VAS operators decry lack of regulatory direction on operations in Nigeria
•Claim introduction of Aggregators worsening services
• NCC hinges challenges on market forces, lack of innovation
Operations of Value Added Service (VAS) providers in the country have slowed down, as claims of lack of proper direction for the sub-sector is currently threatening its entire existence.
Already, the VAS sub-sector, whose worth was ₦300 billion as at 2018, dropped to N79 billion by October 2019, according to the Nigerian Communications Commission (NCC).
The VAS operators render services such as caller ring back tunes, health tips, daily motivational quotes, sport/entertainment news and the likes, which are delivered to mobile subscribers, who are charged through deduction of their call credit.
In a chat with The Guardian, National Coordinator at Wireless Application Service Provider’ Association of Nigeria (WASPAN), Chijioke Ezeh, said there is serious confusion in the VAS industry. Ezeh said this has led to the decline the sector is experiencing.
Putting it in his words, “there are no clear cut lines as to what to do and not to do, who is charge of what, etc. This means that there are a lot of grey areas, which leave room for conflicting interpretations. In such a scenario it is very difficult to achieve any sustainable success.”
He stressed that the VAS industry is in a state of decline, adding: “the perceived lull is both good and bad news. The industry has less bad news to report, the telcos lose billions in revenue, Nigerians lose access to digital information and entertainment, VAS providers shut down and Nigerian graduates lose jobs while the regulator mulls what next to do. So yeah, there’s been a lull.”
Checks by The Guardian showed that the introduction of the Do-Not-Disturb (DND) initiative by the NCC contributed significantly in reducing the influence of the operators. As at last December, over 24 million Nigerians had blocked them on their mobiles.
While the DND remains a challenge, Ezeh, pointed out that the whole idea of bringing an aggregator into the mix, made a simple problem complex. “At this stage, with initially sighted value already shaven off and with only hard work left to be done to re-grow from nothing, the inviting aggregator position is looking bare and may be a stakeholder position some may want to just hand over (like brokers) to the telcos for whatever little share they can get. Problem is, though…100 per cent of zero is yet zero.”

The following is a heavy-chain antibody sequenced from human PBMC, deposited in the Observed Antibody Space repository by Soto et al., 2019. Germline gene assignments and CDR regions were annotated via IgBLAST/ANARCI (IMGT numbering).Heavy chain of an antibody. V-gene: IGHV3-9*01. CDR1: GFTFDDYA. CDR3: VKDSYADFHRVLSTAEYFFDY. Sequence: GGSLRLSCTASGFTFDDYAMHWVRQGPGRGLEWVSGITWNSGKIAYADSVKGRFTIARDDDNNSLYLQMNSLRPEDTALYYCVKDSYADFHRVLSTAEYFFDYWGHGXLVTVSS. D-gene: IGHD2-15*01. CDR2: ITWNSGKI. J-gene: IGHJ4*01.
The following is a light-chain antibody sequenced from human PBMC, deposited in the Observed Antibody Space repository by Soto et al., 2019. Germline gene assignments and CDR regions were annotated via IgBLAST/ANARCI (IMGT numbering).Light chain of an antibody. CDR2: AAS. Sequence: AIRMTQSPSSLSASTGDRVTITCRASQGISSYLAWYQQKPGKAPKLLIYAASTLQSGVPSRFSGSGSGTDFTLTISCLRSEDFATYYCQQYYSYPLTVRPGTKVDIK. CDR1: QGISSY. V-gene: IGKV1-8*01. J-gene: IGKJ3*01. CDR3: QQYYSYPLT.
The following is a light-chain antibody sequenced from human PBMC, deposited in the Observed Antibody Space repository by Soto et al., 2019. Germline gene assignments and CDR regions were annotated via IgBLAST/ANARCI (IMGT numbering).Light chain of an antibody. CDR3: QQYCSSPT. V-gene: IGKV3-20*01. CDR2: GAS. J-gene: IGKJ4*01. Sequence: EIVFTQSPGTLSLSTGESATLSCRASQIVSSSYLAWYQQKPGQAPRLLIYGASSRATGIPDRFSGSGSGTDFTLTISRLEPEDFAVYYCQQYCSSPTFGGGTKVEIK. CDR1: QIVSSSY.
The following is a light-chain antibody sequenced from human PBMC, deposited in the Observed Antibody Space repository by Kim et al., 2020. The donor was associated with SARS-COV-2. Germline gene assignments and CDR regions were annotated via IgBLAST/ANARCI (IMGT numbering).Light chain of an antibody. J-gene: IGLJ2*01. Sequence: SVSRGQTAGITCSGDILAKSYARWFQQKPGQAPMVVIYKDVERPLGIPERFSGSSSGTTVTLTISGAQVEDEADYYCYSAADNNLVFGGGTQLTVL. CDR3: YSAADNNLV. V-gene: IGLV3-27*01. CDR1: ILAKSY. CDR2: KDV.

He stressed that incessant introduction of service-impacting directives has affected the VAS industry negatively. “Even when withdrawn, they leave a trail of long term damages,” he noted.
The WASPAN boss said the industry has faced a barrage of issues including the removal of auto renewal, mundane & restrictive double opt-in, ban on marketing, unfavourable revenue share, delayed/reduced/no revenue pay-outs and inefficient product control platforms.
On revenue sharing gathered to be between 88 per cent to 12 per cent, with the telcos getting the largest share, Ezeh explained that the financial terms of partnership with telecom operators varies. He however, said that telcos take a large portion of the share.
According to him, in recent years it has gotten progressively worse, with VAS players having to accept the new terms in order to keep their businesses afloat.
Specifically on introduction of Aggregator Model, he disclosed that it was introduced as a solution to challenges faced in the industry, “but, it is relatively unclear how the introduction of a new stakeholder can resolve issues between existing players. If not effective may become the industry’s death blow.”
On the need for VAS operators to innovate, Ezeh said: “The skewed revenue sharing formula and industry’s volatility is not conducive to sustain innovation. A number of VAS companies have diversified into other (non-VAS related) industries to stay afloat.”
Speaking with The Guardian, NCC Director of Public Affairs, Dr. Henry Nkemadu, said the forces of the market, especially the introduction of DND definitely impacted VAS operations and the market value. He stressed that VAS operators’ lack of creativity in innovating has also reduced potential.
Nkemadu said NCC never neglected the VAS sub-sector, “but you will recall that there were several complaints from subscribers about how unsolicited text messages, tele-marketing, among others were eating deep into their airtime, disturbing their mobile phones, among others. Today, about 24 million people have activated DND initiated by NCC, definitely, that alone will impact their market. Remember, subscribers are king. So, we tried to balance the interest of consumers against operators. VAS operators must be innovative. They are not neglected.”